• Just have one interviewer. Having the whole family peanut gallery throw questions at them from behind the camera will just confuse them and throw off their narrative.
• Do each parent individually first to tell their pre-marriage life story. Having the other spouse just sitting there not contributing will seem awkward.
• Ask specific detail-oriented follow-up questions: the kind of houses or apartments they lived in, what their neighbors were like, about commuting to school, what classes and teachers were like, where they shopped, their first jobs, their relationship with their parents and siblings, who they dated and what they did on dates, what was the first car they owned -- anything to add color, because this detail will be the most interesting bits. And if you sound interested, they will be, too.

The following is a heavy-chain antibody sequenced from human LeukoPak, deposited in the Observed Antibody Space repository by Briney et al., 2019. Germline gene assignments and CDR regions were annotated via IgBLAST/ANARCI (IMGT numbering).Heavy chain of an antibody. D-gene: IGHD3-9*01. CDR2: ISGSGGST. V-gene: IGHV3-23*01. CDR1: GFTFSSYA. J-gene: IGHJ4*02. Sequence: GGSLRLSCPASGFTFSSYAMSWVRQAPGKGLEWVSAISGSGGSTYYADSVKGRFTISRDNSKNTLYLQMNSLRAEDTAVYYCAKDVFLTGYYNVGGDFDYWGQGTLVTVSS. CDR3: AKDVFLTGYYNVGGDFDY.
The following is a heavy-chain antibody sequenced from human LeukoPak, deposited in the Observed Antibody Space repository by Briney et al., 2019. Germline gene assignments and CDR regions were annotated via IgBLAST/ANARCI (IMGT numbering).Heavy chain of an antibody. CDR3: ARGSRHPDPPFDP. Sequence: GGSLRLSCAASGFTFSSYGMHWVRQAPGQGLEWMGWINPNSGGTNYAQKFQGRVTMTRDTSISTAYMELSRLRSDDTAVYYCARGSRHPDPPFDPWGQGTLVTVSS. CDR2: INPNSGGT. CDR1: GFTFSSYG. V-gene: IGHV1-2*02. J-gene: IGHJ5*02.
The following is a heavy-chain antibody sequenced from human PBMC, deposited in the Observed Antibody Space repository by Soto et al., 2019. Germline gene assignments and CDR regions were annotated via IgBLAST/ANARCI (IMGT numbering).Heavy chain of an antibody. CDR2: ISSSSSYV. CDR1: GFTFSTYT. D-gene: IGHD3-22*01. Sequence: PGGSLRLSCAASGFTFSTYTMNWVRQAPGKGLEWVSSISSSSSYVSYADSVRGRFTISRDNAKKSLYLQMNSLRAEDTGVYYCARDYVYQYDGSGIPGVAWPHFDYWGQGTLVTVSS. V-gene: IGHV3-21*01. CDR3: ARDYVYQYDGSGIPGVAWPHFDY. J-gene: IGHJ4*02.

• Avoid having food around during the interview -- it's distracting and you'll end up with someone talking while munching. A beverage is fine -- off camera -- but allow them to drink between, not during, answers. Take a break every 15-20 minutes or so to keep their energy levels up.
Most of all, try to have fun. After all, they're your parents. Discovering hitherto unknown aspects of their lives ought to get you excited, too. And it'll make one, happy and memorable Father's (or Mother's) Day.